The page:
By Courtney Barrow, AccuWeather staff writer
By Courtney Spamer, AccuWeather meteorologist
September 10,2017, 3:59:56AM,EDT
An 8.1-magnitude earthquake shook Mexico and Guatemala late Thursday night, according to the United States Geological Survey. The quake struck off the coast of Chiapas, a state in the southern part of the country.At least 90 people are dead in the states of Oaxaca, Chiapas and Tabasco, according to the Reuters.
Mexico's National Seismological Service believes the quake could have killed about 400 people.
The USGS says there have been more than 30 aftershocks, ranging from 4.2 to 5.7 in magnitude.
The president of Mexico, Enrique Pena Nieto says the earthquake is the strongest the country has seen in a century. He added that 200,000 remain without power, after initially 1 million lost electricity. The quake caused extensive damage as buildings in southern Mexico collapsed.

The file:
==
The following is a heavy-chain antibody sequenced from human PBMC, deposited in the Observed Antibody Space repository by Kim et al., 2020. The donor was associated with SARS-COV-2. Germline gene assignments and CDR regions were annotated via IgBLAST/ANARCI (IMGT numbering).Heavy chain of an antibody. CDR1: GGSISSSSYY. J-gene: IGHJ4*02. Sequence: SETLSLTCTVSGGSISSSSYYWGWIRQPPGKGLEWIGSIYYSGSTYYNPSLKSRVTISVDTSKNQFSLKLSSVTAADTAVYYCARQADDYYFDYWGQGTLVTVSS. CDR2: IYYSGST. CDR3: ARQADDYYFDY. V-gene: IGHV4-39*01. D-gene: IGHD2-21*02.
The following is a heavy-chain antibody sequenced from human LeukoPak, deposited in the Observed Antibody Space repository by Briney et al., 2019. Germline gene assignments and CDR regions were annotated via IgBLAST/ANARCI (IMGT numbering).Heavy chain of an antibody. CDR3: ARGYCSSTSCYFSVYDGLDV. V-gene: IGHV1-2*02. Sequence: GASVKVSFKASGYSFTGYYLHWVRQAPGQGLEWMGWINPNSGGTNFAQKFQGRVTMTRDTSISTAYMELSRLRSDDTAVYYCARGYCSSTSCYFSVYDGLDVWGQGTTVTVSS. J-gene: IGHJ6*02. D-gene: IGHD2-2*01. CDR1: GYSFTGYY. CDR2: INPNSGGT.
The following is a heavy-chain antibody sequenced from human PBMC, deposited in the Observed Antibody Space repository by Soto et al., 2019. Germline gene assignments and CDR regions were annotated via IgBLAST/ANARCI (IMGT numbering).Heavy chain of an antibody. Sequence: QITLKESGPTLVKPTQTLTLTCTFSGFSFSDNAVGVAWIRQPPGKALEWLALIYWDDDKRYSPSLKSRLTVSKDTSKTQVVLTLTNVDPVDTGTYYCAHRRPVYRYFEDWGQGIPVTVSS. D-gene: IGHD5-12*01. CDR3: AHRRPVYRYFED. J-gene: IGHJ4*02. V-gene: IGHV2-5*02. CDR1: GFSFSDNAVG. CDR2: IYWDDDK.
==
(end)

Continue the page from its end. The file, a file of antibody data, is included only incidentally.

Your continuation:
NOAA reported a tsunami off the coast of Mexico after the quake struck. The Pacific Tsunami Warning Center said tsunami waves as high as 1 meter or 3.3 feet have been observed in Mexico.
Several states in Mexico closed schools on Friday, so that the structural integrity of buildings can be assessed.
Flooding rain, damaging winds to batter eastern Mexico as Katia moves inland
USGS earthquake map
NOAA tsunami page
Different parts of the world are reporting feeling the effects of the quake, in places like Mexico City; Austin, Texas, and Washington state.
Damage was done to the facade of buildings in Villahermosa, over 320 km (200 miles) away from the epicenter.
Así quedó el hotel Anel, en Matías Romero, Oaxaca.